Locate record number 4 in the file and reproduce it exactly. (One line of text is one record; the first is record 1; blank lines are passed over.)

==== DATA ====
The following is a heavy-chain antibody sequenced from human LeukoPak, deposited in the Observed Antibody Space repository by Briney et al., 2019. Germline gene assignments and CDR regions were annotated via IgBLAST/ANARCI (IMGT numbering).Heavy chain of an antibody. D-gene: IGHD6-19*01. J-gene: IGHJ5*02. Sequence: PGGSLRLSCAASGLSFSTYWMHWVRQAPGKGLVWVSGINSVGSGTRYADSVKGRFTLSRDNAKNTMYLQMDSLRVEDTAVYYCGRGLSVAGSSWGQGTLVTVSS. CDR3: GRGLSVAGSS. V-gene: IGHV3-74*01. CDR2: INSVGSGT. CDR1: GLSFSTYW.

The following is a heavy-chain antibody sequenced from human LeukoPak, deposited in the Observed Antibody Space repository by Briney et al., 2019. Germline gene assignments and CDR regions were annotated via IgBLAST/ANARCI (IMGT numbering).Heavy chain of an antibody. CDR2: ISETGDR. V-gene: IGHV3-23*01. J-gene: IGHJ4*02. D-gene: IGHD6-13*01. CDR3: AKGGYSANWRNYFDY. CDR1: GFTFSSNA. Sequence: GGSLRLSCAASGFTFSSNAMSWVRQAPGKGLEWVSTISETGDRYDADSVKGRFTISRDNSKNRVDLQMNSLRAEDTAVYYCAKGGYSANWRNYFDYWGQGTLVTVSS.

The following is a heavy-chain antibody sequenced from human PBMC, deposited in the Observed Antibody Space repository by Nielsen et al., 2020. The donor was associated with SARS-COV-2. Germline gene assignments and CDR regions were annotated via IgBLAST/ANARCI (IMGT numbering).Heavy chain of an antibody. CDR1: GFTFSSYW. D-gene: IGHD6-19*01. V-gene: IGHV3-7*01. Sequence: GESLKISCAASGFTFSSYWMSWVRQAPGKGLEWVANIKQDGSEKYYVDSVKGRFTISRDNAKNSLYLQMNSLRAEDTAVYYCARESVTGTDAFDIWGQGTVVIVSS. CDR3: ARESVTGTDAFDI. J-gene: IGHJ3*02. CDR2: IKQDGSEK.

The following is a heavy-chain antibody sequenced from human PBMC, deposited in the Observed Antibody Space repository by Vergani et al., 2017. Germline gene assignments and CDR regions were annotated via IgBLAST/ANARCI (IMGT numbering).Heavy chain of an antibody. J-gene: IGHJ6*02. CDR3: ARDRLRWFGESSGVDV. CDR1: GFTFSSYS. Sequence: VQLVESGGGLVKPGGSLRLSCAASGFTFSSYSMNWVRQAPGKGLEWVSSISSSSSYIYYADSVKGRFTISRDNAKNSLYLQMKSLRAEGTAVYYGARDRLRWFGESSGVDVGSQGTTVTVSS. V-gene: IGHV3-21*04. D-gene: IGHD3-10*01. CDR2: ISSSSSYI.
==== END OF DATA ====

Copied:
The following is a heavy-chain antibody sequenced from human PBMC, deposited in the Observed Antibody Space repository by Vergani et al., 2017. Germline gene assignments and CDR regions were annotated via IgBLAST/ANARCI (IMGT numbering).Heavy chain of an antibody. J-gene: IGHJ6*02. CDR3: ARDRLRWFGESSGVDV. CDR1: GFTFSSYS. Sequence: VQLVESGGGLVKPGGSLRLSCAASGFTFSSYSMNWVRQAPGKGLEWVSSISSSSSYIYYADSVKGRFTISRDNAKNSLYLQMKSLRAEGTAVYYGARDRLRWFGESSGVDVGSQGTTVTVSS. V-gene: IGHV3-21*04. D-gene: IGHD3-10*01. CDR2: ISSSSSYI.